Sean Panikkar quickly is becoming known for his “surpassing musicality and passion, commanding self-confidence and gorgeous expression.” The American artist of Sri Lankan heritage made his Metropolitan Opera debut in the 2007-08 season under the baton of James Levine as Edmondo in Manon Lescaut, and his European operatic debut as Gomatz in Mozart’s Zaïde at the Aix-en-Provence Festival in a production directed by Peter Sellars and conducted by Louis Langrée.

During the present season, the tenor debuts as Narraboth in Salome both at Washington National Opera in the company’s new Francesca Zambello production under the direction of Philippe Auguin and at the Saito Kinen Festival in performances conducted by Omer Meir Wellber. He brings his acclaimed portrayal of Prince Tamino in Die Zauberflöte both to New Orleans Opera for his company debut and to the Minnesota Orchestra for a debut there in performances under the baton of Music Director Osmo Vänskä. Mr. Panikkar debuts at Santa Fe Opera as Kodanda in a new production of Menotti’s rarely produced The Last Savage directed by Ned Canty and conducted by George Manahan. He returns both to Pittsburgh Opera as Chevalier de la Force in Dialogues of the Carmelites and to the Metropolitan Opera as Tybalt in Roméo et Juliette .

Sean Panikkar made a Dallas Opera debut as Cassio in a new production of Otello, conducted by Graeme Jenkins and directed by Tim Albery, to open the Winspear Opera House at the Dallas Center for the Performing Arts. During the 2009-10 season he also debuted at Atlanta Opera as Tamino in Die Zauberflöte and returned to the Opera Theatre of Saint Louis as Lensky in Eugene Onegin conducted by David Agler. He bowed as Brighella in Ariadne auf Naxos under the baton of Kirill Petrenko at the Metropolitan Opera and made a Carnegie Hall debut in Ricky Ian Gordon’s The Grapes of Wrath with the American Symphony Orchestra.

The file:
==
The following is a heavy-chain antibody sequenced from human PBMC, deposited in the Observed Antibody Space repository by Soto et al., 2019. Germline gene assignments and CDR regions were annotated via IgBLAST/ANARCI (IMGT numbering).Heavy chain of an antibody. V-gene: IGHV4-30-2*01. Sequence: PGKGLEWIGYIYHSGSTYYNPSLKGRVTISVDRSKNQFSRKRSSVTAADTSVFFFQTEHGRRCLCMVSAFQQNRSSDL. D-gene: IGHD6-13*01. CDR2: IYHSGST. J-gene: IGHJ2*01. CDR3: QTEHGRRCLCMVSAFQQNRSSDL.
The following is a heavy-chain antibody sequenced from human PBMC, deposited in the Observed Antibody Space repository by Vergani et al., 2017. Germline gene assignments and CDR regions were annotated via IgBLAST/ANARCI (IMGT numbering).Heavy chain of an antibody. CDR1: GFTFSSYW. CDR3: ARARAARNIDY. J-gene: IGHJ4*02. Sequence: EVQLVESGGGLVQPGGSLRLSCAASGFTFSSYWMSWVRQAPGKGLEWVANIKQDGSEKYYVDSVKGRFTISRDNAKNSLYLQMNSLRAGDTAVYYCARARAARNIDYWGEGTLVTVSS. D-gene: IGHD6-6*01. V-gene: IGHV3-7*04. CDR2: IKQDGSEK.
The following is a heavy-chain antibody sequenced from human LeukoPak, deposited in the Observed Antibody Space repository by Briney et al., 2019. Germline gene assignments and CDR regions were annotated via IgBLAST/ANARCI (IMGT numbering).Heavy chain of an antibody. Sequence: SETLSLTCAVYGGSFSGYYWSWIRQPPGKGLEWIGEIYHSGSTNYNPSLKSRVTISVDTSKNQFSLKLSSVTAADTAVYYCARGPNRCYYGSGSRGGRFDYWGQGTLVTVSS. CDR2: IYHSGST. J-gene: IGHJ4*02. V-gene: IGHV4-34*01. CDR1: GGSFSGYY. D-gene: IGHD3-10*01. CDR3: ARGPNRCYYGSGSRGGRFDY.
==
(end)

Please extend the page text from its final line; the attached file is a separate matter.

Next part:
On the concert stage, the artist has performed Beethoven's Ninth Symphony with the San Francisco Symphony Youth Orchestra, Mahler’s Das Lied von der Erde (in the chamber arrangement by Arnold Schoenberg) with the Saint Paul Chamber Orchestra at the Ojai Festival, and Die Zauberflöte with Leonard Slatkin at The Hollywood Bowl. He also has joined Esa-Pekka Salonen, Peter Sellars, and the Los Angeles Philharmonic for The Tristan Project in Los Angeles and at Lincoln Center.